Channing’s vocal investment is about as energetic as her physical presence. “Bewitched, Bothered, and Bewildered” should be the show’s most poignant number, but she sings it as though she’s humming it in the shower, barely projecting the melody or enunciating the lyrics.
The rest of the cast hits their marks, with Jenny Fellner nicely executing good-girl shop clerk Linda English’s offended self-righteousness when Joey throws her over for Vera. Robert Clohessy plays a grounded, nuanced Mike, the closeted gay man who runs the club in which Joey starts out. (I’m not familiar enough with the original to know if the character was always gay, or if Greenberg added this element to his revision of the book.) When Vera buys the nightclub for Joey, Mike becomes his hounded and humiliated employee, but finally finds his come-uppance by reluctantly joining Gladys in her scheme to blackmail Joey and Vera by publicizing their secret affair. Mike’s vulnerability as a gay man in 1930s Chicago is a major plot point, but it’s given little historical depth and no contemporary twist in this production.
Mantello’s direction serves but never illuminates the show. Daniele’s sexy and exuberant choreography outshines every other aspect of the revival.
It’s difficult to imagine how a few more weeks of previews (Pal Joey officially opens December 14, 2008) will address the hole at the production’s center. Christian Hoff is woefully miscast as the charismatic Joey. Hoff won a Tony for starring in Jersey Boys, but his dancing and his singing here are only adequate. Joey requires a performer of enormous magnetism, who can make his lovers, his business partners, and the audience believe his boastful claims and allow themselves to be swayed at least temporarily by his charisma. In the preview performance I saw, Hoff’s insecurity about his blocking, his lines, and his character prohibited any such seduction. Forced to play against Hoff’s hollow center, the other actors worked valiantly (except Channing, with whom Hoff managed to generate not one iota of chemistry). Without a virtuosic performer as Joey, the production teeters on the edge of the abyss Hoff opens.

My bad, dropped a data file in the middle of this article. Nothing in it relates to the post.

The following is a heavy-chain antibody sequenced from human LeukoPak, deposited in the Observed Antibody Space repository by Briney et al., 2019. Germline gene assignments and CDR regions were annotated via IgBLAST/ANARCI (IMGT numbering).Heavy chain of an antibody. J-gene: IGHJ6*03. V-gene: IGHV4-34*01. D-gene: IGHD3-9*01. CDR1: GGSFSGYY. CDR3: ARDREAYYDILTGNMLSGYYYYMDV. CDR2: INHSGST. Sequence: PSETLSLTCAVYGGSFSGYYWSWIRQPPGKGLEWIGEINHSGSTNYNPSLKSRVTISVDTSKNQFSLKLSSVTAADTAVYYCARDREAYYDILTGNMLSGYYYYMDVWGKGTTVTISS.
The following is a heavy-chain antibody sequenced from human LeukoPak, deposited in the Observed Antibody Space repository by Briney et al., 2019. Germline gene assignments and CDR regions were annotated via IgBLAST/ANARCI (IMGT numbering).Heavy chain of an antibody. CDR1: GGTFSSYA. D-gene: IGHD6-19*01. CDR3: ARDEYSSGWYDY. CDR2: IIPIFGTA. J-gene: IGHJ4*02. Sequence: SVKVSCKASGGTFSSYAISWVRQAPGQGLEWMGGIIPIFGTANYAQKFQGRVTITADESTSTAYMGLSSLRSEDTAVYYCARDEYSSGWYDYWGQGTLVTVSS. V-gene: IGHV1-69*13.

Without a solid Joey and a steamy relationship between him and the redoubtable Vera, and with only Gladys showing any gumption as his nemesis, what remains is a sexist, misanthropic tale of an irredeemable shyster who uses women and gay men to promote himself. That Linda, who’s had the sense to toss him out when she learns of his infidelity, wants him back at the end plays as ludicrous here, another example of a smart but self-abusing woman willing to blind herself to the peccadilloes of an inappropriate mate.
Who needs to sit through that story again?
The Feminist Spectator
[NOTE: Just as I was posting this entry, I read in the New York Times “Arts, Briefly” (11/25/08, C2) that Christian Hoff has “withdrawn” from the production. The short piece cites producers who say that Hoff “injured his foot during a Friday night preview performance.” Hoff’s understudy, Matthew Risch, took over the rest of the weekend’s performances, and has now been cast as Joey permanently. Maybe with a new lead and a new opening date of December 18, the production can find some of the chemistry the preview I saw sorely lacked.]